Motley Fool has offered up four investment options for you to continue padding your financial egg even after you’ve flown the coup from the daily work grind.
“Many people mistakenly believe that once they retire, the time for investing in the stock market is over. Yet in many ways, investing becomes more important in retirement, because you need to make sure that your retirement nest egg will outlive you,” the Fool explained.
“For most people, that requires a combination of income and growth, and that takes some exposure to the stock market. Fortunately, there are exchange-traded funds that can meet the needs of retirees, and the right mix can make your retirement portfolio work harder for you,” the Fool continued.
The Fool’s Fab Four:
Schwab U.S. Dividend Equity (SCHD)
This ETF "holds about 100 stocks that are chosen because of their propensity to pay high yields with a track record of consistent payments over time, providing diversification among a group of high-quality dividend stocks," the Fool explained.
Vanguard Dividend Appreciation (VIG)
The Vanguard ETF's "current yield of 2.1% can't match funds that focus on higher yields, but growing dividends over time can make up for the smaller amount of current income," the Fool said.
iShares Edge MSCI Minimum Volatility USA (USMV)
The iShares ETF owns about 180 stocks "that it believes will outperform broader indexes in a bear market. In exchange, most minimum volatility ETFs expect to underperform the stock market during bull markets," the Fool reported.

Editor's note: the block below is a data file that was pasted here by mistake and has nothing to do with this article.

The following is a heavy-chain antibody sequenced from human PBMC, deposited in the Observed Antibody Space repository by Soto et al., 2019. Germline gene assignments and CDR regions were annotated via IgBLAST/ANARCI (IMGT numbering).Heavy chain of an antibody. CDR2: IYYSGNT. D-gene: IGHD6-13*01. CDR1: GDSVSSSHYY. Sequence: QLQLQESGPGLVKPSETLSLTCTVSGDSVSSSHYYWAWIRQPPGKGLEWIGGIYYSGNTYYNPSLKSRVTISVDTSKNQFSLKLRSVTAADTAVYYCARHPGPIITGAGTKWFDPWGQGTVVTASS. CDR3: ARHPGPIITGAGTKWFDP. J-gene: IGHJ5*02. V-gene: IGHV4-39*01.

Vanguard Total World Stock (VT)
The Vanguard ETF truly invests around the world, holding nearly 7,700 stocks in its extensive portfolio, the Fool explained.
And if you are already planning on how to invest after you retire, statistics show you are far ahead of the curve.
Sadly, two-thirds of all Americans don’t contribute anything to a 401(k) or other retirement account available through their employer.
Millions aren’t saving on the job because they either don’t have access to a workplace retirement plan or they do but aren’t putting money in it. Many just can’t spare the cash, but a new analysis shows there are other reasons, Bloomberg reported.
"U.S. Census Bureau researchers have come up with estimates that rely on tax data, which should be more reliable than surveys. Their conclusion: Only about a third of workers are saving in a 401(k) or similar tax-deferred retirement plan," Bloomberg reported.
"Also, the gap is far wider than expected between the number of employers offering retirement plans, and the number of workers saving in them."
(Newsmax wires services contributed to this report).
© 2024 Newsmax Finance. All rights reserved.